Can I sponsor my common-law partner if I am currently not living inside Canada?

The physical presence requirements when opting for Common Law Partner Sponsorship differ for Canadian Citizens and Canadian Permanent Residents.

Canadian Citizens: When sponsoring your common-law partner under the Common Law Partner Sponsorship program, Canadian citizens can apply for the sponsorship from outside Canada. You must sign a declaration and convince the immigration officer that you and your common-law partner intend to move to Canada once the application has been processed.

Canadian Permanent Residents: To be eligible for Common Law Partner Sponsorship, Permanent Residents must be physically present & living inside Canada. They cannot sponsor their common-law partners while residing abroad.

Can I sponsor my common-law partner if they are currently living outside Canada?

Common Law Partner Sponsorship requires a minimum of 1-year of continuous cohabitation when applying to sponsor your common-law partner. Even after fulfilling this requirement, the partners may temporarily live apart while maintaining their common-law partnership status.


These temporary separations can be due to:

  • Educational or employment-related reasons

  • Death or illness of a family member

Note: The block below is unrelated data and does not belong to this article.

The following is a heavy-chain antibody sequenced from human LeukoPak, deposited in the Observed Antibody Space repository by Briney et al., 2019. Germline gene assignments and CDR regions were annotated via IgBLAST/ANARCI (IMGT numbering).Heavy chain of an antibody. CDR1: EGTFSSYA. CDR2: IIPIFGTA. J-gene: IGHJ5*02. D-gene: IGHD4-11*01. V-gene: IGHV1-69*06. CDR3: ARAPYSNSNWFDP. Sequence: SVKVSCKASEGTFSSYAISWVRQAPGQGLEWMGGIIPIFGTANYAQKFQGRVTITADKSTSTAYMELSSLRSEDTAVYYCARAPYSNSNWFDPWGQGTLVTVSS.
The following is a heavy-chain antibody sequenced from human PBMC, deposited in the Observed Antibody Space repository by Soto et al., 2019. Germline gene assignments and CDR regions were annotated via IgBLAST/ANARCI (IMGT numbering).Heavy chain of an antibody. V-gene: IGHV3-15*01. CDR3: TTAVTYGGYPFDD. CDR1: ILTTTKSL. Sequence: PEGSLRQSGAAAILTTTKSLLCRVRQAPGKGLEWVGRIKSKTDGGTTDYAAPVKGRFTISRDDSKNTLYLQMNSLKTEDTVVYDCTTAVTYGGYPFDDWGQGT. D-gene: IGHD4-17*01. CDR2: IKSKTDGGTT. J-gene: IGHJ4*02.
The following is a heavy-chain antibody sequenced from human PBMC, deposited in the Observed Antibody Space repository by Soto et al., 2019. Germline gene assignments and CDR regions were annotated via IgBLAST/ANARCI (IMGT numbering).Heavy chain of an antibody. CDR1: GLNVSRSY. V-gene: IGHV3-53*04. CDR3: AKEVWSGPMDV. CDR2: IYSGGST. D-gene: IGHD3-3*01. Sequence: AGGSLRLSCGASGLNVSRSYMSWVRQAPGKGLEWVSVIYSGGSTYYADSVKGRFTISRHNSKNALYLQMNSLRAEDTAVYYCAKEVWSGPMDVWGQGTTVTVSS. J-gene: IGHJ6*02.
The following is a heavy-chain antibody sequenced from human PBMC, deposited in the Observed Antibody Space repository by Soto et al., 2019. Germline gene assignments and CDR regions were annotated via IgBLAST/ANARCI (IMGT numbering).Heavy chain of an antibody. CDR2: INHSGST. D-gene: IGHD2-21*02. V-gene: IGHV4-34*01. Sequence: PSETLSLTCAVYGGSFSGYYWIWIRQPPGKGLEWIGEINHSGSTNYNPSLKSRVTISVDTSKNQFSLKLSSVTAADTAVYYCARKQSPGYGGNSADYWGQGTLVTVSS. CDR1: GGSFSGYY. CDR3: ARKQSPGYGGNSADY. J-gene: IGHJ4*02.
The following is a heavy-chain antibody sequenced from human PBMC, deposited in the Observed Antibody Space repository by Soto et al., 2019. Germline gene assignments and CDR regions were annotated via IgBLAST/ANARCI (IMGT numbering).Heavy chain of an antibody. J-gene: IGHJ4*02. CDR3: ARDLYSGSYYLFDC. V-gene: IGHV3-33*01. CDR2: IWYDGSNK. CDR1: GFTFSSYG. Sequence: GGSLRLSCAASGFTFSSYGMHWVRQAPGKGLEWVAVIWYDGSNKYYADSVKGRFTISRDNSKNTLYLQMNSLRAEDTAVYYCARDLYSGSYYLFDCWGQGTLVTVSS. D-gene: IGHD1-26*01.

• Extreme country conditions such as war or political unrest.


In such cases, you may still qualify for Common Law Partner Sponsorship if you provide documentation to support your situation and show intent to resume cohabitation as soon as conditions change. It's vital to quickly reconcile and demonstrate intent to remain together. Prolonged separation may adversely affect the application's success.


Can I sponsor my common-law partner if either of us were previously in a common-law relationship?

A common-law relationship concludes when a partner passes away or one partner chooses not to continue living together. If you've been in a common-law relationship before and want to apply for Common Law Partner Sponsorship, you must provide evidence that the previous relationship has ended.


Can I sponsor my common-law partner if either of us are legally married to another person?

Individuals married to others may qualify for Common Law Partner Sponsorship if they've ended their marriage and lived apart from their spouse for at least a year. During this period, they must have lived with their common-law partner. A common-law relationship doesn't begin until the couple is physically separate from their spouse. If one or both individuals involved are still legally married and living together, the law cannot recognize their common-law relationship.


What are the income requirements for a Common-law partner Sponsorship application for Canada?

Typically, there's no income requirement for Common Law Partner Sponsorship. The financial requirements change when sponsoring a common-law partner who has a dependent child. Sponsors must then meet the Minimum Necessary Income (MNI) as determined by Immigration, Refugees and Citizenship Canada (IRCC). Sponsors must also sign an undertaking of three-year financial support for the common-law partner after they become permanent residents of Canada.